Q. We are debating about whether or not to extend the May 1 deadline. We are considering being flexible with the date, but not necessarily promote it. Do you think that plan is too risky?
In short, we don’t think there is any risk in moving the date, and if you are going to move the deadline you should be clear about it. The greater risk here is changing the date, and not being clear about it. If you are going to move your date—and many other schools are moving their dates—why not be very clear about what you are doing?
During a moment like this, the most important thing to do is be clear in your communications because there are a lot of communications happening right now. Many institutions are emailing at a much higher rate and communicating on a much greater scale with students than they usually do during this yield season; there are so many unknowns, there is a lot going on, and everything is changing. Students are also trying to figure out what is happening. So if are going to make changes, then make them, and be clear about it.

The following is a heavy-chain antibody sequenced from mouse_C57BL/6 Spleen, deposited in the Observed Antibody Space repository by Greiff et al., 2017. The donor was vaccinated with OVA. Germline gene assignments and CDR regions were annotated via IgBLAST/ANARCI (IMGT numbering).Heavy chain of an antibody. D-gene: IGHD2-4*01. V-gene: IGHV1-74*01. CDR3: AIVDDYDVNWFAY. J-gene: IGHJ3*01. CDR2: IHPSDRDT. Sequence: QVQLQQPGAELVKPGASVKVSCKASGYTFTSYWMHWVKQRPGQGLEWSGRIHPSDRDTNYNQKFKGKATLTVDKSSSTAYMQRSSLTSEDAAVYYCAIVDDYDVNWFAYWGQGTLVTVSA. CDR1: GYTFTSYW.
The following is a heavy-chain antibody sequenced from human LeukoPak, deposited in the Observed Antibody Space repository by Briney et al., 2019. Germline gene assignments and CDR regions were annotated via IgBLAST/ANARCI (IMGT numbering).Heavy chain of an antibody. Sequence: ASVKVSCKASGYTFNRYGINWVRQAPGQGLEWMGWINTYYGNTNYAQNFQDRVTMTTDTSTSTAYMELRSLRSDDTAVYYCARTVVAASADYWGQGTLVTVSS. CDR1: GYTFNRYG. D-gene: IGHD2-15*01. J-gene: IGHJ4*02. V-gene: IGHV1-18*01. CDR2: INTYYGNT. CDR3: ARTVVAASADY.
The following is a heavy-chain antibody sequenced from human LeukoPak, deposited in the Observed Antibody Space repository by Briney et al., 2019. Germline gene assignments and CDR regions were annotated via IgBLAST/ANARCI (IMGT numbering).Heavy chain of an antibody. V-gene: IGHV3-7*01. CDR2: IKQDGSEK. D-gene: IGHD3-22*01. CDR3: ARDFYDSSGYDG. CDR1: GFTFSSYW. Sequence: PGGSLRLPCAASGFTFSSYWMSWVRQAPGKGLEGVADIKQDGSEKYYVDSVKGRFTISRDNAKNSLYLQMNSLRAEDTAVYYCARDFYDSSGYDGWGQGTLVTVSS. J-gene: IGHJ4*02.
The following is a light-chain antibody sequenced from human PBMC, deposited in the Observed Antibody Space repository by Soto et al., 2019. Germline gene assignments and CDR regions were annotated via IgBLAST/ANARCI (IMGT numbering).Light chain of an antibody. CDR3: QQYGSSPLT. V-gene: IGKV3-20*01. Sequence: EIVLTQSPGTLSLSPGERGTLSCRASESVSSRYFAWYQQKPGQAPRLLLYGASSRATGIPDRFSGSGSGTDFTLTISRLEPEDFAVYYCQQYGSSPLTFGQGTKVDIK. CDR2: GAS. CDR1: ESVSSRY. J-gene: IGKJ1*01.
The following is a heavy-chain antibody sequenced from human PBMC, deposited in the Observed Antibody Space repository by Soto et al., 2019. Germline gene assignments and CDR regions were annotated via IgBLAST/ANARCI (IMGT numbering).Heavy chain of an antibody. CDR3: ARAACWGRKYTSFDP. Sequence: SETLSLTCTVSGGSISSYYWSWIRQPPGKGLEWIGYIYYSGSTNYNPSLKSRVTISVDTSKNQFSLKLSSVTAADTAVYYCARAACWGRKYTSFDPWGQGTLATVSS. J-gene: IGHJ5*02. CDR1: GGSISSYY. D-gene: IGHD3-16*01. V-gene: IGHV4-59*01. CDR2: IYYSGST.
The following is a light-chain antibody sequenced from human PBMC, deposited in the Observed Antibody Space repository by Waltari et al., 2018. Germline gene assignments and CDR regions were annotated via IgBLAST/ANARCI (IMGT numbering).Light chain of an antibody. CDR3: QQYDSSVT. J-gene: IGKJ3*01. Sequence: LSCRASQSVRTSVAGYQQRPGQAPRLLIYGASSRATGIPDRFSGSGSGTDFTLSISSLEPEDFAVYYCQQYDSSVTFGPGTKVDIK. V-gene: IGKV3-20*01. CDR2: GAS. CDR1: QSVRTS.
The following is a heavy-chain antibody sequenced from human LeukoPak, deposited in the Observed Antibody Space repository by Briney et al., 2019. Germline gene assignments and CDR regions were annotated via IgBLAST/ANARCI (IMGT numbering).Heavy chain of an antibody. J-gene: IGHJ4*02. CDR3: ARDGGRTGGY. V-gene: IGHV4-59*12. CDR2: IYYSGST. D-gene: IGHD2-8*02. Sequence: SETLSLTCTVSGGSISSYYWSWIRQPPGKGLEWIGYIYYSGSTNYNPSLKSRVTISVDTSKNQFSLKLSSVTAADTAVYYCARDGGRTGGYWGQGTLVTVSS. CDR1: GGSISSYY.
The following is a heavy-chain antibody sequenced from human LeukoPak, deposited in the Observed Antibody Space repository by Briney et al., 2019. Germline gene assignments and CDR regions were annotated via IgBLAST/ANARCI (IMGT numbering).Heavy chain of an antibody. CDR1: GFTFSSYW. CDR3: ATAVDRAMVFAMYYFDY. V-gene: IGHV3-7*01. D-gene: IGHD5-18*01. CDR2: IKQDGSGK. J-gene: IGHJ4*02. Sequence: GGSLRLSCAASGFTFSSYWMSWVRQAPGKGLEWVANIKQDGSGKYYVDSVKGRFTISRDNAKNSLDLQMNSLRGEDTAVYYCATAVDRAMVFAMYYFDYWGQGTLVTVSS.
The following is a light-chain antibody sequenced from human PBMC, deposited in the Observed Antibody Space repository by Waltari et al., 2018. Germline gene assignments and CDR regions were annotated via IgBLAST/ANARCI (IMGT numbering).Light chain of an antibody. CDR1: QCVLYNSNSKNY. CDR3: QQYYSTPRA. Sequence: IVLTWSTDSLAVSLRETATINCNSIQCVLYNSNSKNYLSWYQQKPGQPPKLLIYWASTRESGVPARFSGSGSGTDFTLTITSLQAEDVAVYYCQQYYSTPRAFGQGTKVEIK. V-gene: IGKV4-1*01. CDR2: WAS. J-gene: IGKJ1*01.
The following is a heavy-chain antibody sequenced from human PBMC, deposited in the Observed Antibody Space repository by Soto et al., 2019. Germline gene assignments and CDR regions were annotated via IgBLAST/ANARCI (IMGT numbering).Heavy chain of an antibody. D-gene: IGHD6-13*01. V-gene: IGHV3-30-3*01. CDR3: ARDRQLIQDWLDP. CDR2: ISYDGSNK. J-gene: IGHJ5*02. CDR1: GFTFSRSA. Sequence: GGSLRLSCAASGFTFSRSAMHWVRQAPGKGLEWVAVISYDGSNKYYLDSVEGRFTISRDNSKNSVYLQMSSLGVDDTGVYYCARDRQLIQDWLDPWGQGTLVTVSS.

More from the Wake-Up Call…
Beyond the loss of social connections and extracurriculars, recent data also estimates academic learning losses. Given these challenges, should we expect them to transition into college life just as students have in the past? Probably not.
“Who is your main competitor?” asked an Encoura colleague during a recent campus visit at a regional state university. The answer—Target—was surprising but relatable. With declining enrollments, primarily at community colleges (-7.8% decrease in spring 2022 alone) and public four-year colleges (-3.4%) and a strong labor market, it is easy to see why underserved student populations, a key student segment for these schools, might choose unskilled labor over education.
“Colleges cash in on real estate” was a recent headline in Inside Higher Ed, describing how some institutions have sold property to generate cash flow. Enrollment challenges, inflation, and exhausted stimulus funds are driving sales, and property prices are at record levels coming out of the pandemic.